Dr. Abraar Karan, an internal medicine physician at Brigham and Women’s Hospital, had just finished a 15-hour shift Saturday night when he opened Twitter and saw a video of President Trump on the campaign trail, parroting a roundly debunked conspiracy theory that hospitals have been inflating COVID-19 deaths for financial gain.
At a rally in Waukesha, Wisc., on Saturday, Trump said “doctors get more money and hospitals get more money” if they report that their patients died of COVID-19, as opposed to other preexisting conditions or comorbidities. “Think of this incentive,” the president said, insinuating as he has before that the death toll from the virus is not to be trusted. He then claimed the pandemic, which has killed more than 226,000 Americans, is “going away,” even as the country approaches a third wave of infections.
“When I got out and I saw that, I found it extremely insulting and frustrating,” Karan said of the president’s comments. “This is somebody who just got taken care of by doctors, who just benefited from our medical system — presumably on taxpayer money — and he’s coming out criticizing the health care profession in what seems like a politically motivated attempt to further downplay the seriousness of the virus.”
Trump’s accusations that doctors are overcounting COVID-19 deaths have sparked a surge of criticism from the American medical community. In a statement issued Sunday, the American College of Emergency Physicians called the president’s assertions “reckless and false.” The American College of Physicians, which represents internal medicine doctors, denounced the president’s allegations as “a reprehensible attack on physicians' ethics and professionalism." The Council of Medical Specialty Societies said Trump’s claims “promulgate misinformation that hinders our nation’s efforts to get the COVID-19 pandemic under control.”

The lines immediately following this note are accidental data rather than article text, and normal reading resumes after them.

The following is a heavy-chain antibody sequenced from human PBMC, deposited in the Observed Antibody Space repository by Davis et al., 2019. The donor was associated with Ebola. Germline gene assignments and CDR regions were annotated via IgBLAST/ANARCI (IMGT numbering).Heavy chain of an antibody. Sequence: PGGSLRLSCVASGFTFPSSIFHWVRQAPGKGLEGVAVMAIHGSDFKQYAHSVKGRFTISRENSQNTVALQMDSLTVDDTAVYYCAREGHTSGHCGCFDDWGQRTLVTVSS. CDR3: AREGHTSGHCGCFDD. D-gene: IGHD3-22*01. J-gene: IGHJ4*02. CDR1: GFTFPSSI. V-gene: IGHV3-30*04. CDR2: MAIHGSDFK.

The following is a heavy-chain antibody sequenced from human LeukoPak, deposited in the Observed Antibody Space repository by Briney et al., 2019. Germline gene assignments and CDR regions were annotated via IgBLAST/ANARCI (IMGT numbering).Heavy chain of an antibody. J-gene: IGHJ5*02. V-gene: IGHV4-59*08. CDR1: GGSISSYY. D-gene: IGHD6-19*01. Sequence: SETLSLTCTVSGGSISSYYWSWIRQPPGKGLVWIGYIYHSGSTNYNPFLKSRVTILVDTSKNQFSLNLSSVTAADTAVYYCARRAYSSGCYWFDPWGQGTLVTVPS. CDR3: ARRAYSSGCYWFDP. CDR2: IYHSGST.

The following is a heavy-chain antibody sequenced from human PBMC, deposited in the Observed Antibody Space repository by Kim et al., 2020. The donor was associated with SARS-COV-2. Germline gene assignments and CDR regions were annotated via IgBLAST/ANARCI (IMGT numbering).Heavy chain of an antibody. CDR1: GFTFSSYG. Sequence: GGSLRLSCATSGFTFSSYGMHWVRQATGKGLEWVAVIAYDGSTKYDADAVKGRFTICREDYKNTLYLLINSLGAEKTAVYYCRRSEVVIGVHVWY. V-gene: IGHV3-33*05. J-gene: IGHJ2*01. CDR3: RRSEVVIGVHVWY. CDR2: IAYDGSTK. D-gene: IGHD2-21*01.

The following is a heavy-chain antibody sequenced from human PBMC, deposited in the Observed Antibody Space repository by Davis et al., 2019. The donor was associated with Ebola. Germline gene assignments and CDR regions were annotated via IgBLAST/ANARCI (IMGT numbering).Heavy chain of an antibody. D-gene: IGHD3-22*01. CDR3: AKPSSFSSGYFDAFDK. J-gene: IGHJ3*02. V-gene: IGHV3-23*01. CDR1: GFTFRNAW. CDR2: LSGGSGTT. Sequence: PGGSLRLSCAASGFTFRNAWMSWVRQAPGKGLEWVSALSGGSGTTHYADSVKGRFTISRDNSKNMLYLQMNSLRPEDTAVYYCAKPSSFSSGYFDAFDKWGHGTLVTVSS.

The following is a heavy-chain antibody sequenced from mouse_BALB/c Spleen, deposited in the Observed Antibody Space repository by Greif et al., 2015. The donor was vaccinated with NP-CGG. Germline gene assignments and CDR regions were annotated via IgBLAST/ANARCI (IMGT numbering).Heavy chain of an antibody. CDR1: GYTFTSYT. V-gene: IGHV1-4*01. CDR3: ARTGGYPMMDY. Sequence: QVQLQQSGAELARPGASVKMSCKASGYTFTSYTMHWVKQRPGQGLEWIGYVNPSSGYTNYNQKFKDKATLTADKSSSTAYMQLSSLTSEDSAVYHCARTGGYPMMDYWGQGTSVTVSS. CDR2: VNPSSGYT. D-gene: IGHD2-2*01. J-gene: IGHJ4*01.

Karan was similarly appalled at what he called Trump’s attempt to “vilify physicians" and interfere with doctor-patient trust.
“I’ve taken care of more COVID patients than I can count, and I have not one time ever thought about compensation financially, or what that would mean," Karan said. “A lot of us worked more hours than we were ever scheduled to work. We were taking care of more patients than we were ever scheduled to take care of. ... But this was never about the money. This was about taking care of people in a health emergency."
Dr. Ashish Jha, dean of Brown University’s School of Public Health, said Trump’s suggestion that doctors are falsifying COVID-19 deaths is not only demeaning — to health care workers, to those who have died from COVID-19, and to their families — but nonsensical.
“You have to believe a few things for this conspiracy theory to make sense,” Jha said. “One is you have to believe that all the doctors, all the nurses, and all the health care executives are morally corrupt. Second, that you can do widespread fraud across the entire system and no one is really going to pick it up and that there would be no repercussions to this. You would just have to believe things that are so clearly not true.”
“Obviously there is fraud,” he added. “But it’s pretty infrequent, and when it happens, it gets prosecuted.”
Under the Coronavirus Aid, Relief, and Economic Security Act, passed by Congress and signed by Trump in March, hospitals are eligible for a 20 percent increase in Medicare reimbursements for patients diagnosed with COVID-19. For a typical coronavirus patient, Jha said, that bonus translates to an extra $1,500 to $2,200 per patient. The consequences for overbilling Centers for Medicare and Medicaid Services with fraudulent diagnosis codes are stiff.
“If you’re a doctor who did this, you’ll lose your medical license. If hospital billing departments started doing this, obviously people would lose their jobs. ... There are a whole series of penalties, including jail time," Jha said. “Not a lot of people are willing to go to jail for a couple of grand.”
Dr. Josh Barocas, an infectious disease physician at Boston Medical Center, said he found Trump’s comments “outrageous and totally demoralizing,” especially as he and many of his colleagues on the front lines of the pandemic continue to battle with burnout, trauma, and nightmares brought on by the first surge of the outbreak. Barocas, who started his medical career under President George W. Bush, said he has never felt disrespected by a sitting president, until now.
“There’s just a total disregard for the sacrifices that health care workers have made,” Barocas said. “It would be funny if we weren’t all so tired, depressed, and anxious, and if our lives weren’t literally on the line.”